[concurrency-interest] syntax sugar for lazy instantiation

Ashley Williams ashpublic at mac.com
Tue Jun 23 14:31:16 EDT 2009


Yes that makes a lot of sense - at the moment I'm also looking at  
groovy so I guess I'm seeing closures where
I don't always need them.


On 23 Jun 2009, at 18:49, Joe Bowbeer wrote:

> Instead of a separate Callable, you might consider providing an  
> abstract "construct" method for subclasses to override.  Then the  
> usage of LazyField would be similar to that of ThreadLocal.
>
> The user will need to create a class one way or another (Callable or  
> LazyField subclass), but the latter is often more compact:
>
>    message = new LazyField<String>() {
>         String construct() {
>             return "hello world";
>         }
>     }
>
> Joe
>
> On Tue, Jun 23, 2009 at 10:05 AM, Ashley Williams wrote:
> It seems to me that the only reason to use an intrinsic lock on a  
> lazy getter (stick a synchronized keyword
> on the method signature) is convenience of syntax. Please correct me  
> if I am wrong.
>
> So is one idea to simplify lazy instantiation, feedback welcome if  
> anybody can improve on it. It's based
> on the observation that double checked locking is mostly boilerplate  
> except for the line that creates
> the instance and so I've factored it out into a callable interface.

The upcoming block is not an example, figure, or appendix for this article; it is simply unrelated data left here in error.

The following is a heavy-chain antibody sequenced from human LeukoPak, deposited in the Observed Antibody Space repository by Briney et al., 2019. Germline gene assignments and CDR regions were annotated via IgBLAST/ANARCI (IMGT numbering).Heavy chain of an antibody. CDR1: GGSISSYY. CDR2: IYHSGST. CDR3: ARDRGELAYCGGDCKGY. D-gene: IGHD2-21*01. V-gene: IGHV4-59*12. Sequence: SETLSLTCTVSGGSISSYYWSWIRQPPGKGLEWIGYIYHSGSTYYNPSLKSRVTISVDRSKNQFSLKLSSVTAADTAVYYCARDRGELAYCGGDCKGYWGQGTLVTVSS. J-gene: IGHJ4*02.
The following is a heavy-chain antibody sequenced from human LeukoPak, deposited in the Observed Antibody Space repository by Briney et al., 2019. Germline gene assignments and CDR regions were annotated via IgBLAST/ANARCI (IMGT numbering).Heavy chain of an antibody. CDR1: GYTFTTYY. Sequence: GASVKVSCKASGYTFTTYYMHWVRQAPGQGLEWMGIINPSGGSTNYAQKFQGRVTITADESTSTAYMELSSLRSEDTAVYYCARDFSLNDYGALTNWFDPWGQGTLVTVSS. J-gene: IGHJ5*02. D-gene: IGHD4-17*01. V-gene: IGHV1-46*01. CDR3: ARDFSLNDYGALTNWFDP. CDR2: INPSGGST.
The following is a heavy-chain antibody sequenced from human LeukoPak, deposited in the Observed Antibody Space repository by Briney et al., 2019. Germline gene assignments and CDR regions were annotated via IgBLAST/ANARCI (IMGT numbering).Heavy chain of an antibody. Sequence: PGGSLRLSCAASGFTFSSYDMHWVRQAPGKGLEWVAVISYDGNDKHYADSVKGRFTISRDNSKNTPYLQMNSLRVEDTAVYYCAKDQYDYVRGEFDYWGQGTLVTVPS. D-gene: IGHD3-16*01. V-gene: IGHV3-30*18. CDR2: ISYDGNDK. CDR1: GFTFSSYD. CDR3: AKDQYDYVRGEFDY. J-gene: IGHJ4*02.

>
> Admittedly the anonymous class makes for a more verbose constructor,  
> but at least the dcl logic is
> now encapsulated. And if java had support for closures then the  
> readability problem would go away.
>
> So first the class:
>
> @ThreadSafe
> public final class LazyField<T> {
> 	private volatile T obj;
> 	private final Callable<T> callable;
>
> 	public LazyField(Callable<T> callable) {
> 		this.callable = callable;
> 	}
>
> 	public T get() {
> 		if (obj == null) {
> 			synchronized (this) {
> 				if (obj == null) {
> 					obj = callable.call();
> 				}
> 			}
> 		}
> 		return obj;
> 	}
> }
>
> and here is an example usage:
>
> @ThreadSafe
> public final class MyClass {
> 	private final LazyField<String> message;
>
> 	public MyClass() {
> 		this.message = new LazyField<String>(new Callable<String>() {
> 			public String call() throws Exception {
> 				return "hello world";
> 			}
> 		});
> 	}
>
> 	public String getMessage() {
> 		return message.get();
> 	}
> }
>
> - Ashley Williams
>
>
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